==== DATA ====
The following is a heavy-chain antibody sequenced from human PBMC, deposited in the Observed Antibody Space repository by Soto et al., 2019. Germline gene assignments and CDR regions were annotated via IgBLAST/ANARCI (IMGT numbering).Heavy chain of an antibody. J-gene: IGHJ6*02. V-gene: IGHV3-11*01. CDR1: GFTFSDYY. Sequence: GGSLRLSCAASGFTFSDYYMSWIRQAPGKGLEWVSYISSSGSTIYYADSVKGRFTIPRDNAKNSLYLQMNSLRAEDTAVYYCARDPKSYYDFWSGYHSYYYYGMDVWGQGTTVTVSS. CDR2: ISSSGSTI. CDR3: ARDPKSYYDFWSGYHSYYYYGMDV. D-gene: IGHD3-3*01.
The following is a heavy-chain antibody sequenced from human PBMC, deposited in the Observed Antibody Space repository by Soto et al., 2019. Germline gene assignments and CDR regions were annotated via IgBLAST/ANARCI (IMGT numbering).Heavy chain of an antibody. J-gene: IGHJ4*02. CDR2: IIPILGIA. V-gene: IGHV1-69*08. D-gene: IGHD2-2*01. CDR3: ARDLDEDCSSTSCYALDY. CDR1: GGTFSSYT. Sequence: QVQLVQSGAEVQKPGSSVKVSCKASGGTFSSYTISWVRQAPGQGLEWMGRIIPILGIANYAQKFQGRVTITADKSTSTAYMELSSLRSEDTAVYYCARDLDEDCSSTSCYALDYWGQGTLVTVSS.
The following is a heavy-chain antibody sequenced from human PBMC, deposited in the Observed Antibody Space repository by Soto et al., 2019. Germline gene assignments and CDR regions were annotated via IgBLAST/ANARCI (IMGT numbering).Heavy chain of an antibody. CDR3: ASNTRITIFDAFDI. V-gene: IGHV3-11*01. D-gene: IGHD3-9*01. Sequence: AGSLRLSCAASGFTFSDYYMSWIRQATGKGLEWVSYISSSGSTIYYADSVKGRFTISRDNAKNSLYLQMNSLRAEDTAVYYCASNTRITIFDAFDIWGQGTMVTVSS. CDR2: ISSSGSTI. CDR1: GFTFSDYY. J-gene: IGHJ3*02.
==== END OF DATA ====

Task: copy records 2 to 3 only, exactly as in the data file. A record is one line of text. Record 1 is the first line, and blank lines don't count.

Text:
The following is a heavy-chain antibody sequenced from human PBMC, deposited in the Observed Antibody Space repository by Soto et al., 2019. Germline gene assignments and CDR regions were annotated via IgBLAST/ANARCI (IMGT numbering).Heavy chain of an antibody. J-gene: IGHJ4*02. CDR2: IIPILGIA. V-gene: IGHV1-69*08. D-gene: IGHD2-2*01. CDR3: ARDLDEDCSSTSCYALDY. CDR1: GGTFSSYT. Sequence: QVQLVQSGAEVQKPGSSVKVSCKASGGTFSSYTISWVRQAPGQGLEWMGRIIPILGIANYAQKFQGRVTITADKSTSTAYMELSSLRSEDTAVYYCARDLDEDCSSTSCYALDYWGQGTLVTVSS.
The following is a heavy-chain antibody sequenced from human PBMC, deposited in the Observed Antibody Space repository by Soto et al., 2019. Germline gene assignments and CDR regions were annotated via IgBLAST/ANARCI (IMGT numbering).Heavy chain of an antibody. CDR3: ASNTRITIFDAFDI. V-gene: IGHV3-11*01. D-gene: IGHD3-9*01. Sequence: AGSLRLSCAASGFTFSDYYMSWIRQATGKGLEWVSYISSSGSTIYYADSVKGRFTISRDNAKNSLYLQMNSLRAEDTAVYYCASNTRITIFDAFDIWGQGTMVTVSS. CDR2: ISSSGSTI. CDR1: GFTFSDYY. J-gene: IGHJ3*02.